Leap of Faith

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Leap of Faith

Why Moses would have sided with Archie Battersbee’s mother

Archie Battersbee
Archie Battersbee

When we toast l’chaim we remind ourselves that Judaism values life absolutely. “To everything there is a season; a time for every experience under heaven. A time to give birth and a time to die, a time for planting and a time to uproot…” But the fourteen paired opposites cited by Kohelet are not as easily acceptable as he assumes.

For some, death comes as a welcomed next step in a life well-lived, but for most, dying is to be resisted at all costs. Even Moses pleads for a reprieve from imminent death (Deut. 3:23). The midrash teaches that he offered 515 prayers to try to change God’s mind. (Devarim Rabbah 11:10). The Talmud tells us that when a rabbi was seriously ill his students declared a public fast and continuous prayers in order to keep him alive. Only when his maid could no longer bear to see his suffering did she interrupt their prayers by throwing jars from the roof, allowing his soul to escape. (Ketubot 104a)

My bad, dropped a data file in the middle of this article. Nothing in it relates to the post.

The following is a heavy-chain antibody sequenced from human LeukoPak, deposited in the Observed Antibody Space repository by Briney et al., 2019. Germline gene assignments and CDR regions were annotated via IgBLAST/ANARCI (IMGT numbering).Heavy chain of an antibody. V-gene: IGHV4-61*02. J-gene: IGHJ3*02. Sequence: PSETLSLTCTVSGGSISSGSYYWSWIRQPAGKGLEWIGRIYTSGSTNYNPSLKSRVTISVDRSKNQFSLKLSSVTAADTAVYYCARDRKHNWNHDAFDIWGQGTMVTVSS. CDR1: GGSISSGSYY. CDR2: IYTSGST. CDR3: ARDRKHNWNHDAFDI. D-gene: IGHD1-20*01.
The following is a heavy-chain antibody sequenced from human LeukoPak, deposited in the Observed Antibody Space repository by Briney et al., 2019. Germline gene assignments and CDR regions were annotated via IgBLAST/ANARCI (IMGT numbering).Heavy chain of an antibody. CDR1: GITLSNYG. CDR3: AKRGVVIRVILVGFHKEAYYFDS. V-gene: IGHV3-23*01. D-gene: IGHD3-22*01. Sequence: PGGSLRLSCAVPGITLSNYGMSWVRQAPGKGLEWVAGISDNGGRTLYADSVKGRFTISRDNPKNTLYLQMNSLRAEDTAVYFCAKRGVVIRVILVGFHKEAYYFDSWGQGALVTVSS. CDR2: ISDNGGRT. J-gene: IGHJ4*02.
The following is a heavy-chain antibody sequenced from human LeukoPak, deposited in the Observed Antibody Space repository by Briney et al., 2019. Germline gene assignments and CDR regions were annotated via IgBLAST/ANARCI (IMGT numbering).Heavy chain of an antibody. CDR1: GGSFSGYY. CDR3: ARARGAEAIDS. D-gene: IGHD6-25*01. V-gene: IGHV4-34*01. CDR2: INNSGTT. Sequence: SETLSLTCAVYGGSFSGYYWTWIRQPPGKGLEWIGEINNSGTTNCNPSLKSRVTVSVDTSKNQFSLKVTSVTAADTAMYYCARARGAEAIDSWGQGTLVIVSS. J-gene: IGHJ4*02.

What would they say in the debate over Archie Battersbee, who was taken off life-support after an accident that caused brainstem death? Is there ever ‘a time to die’, particularly when a person is young, or has unfilled wishes and potential?

At 120 Moses knows he will die, but the bible tells us he is still vigorous, so his death feels premature. But God has decreed it and he has, finally, to accede if not fully accept. He will not enter the land he has spent his life journeying towards; he can only view it from afar. He would surely understand the pain and unfairness of a decree to end life when there is so much more to live for.

The halachic category of goses – the dying person – is left undefined. We’re supposed to know or trust medical opinion that dying is underway. Death cannot be hastened, but we can remove impediments to it. The key legal ruling in Archie’s case was that the treatment “serves only to protract his death whilst being unable to prolong his life”. (Justice Hayden 15 July)

Moses stopped begging for life after 515 prayers and the rabbi’s maid stopped the ongoing prayers of his students. They removed the impediments and death took place.

It is never easy to do this. As hospice chaplain I see the process unfold, with families hopefully reaching acceptance. As Jews, we will say: “Blessed is the true judge,” when we hear of a death. It is hard to accept but is the first stage of healing.


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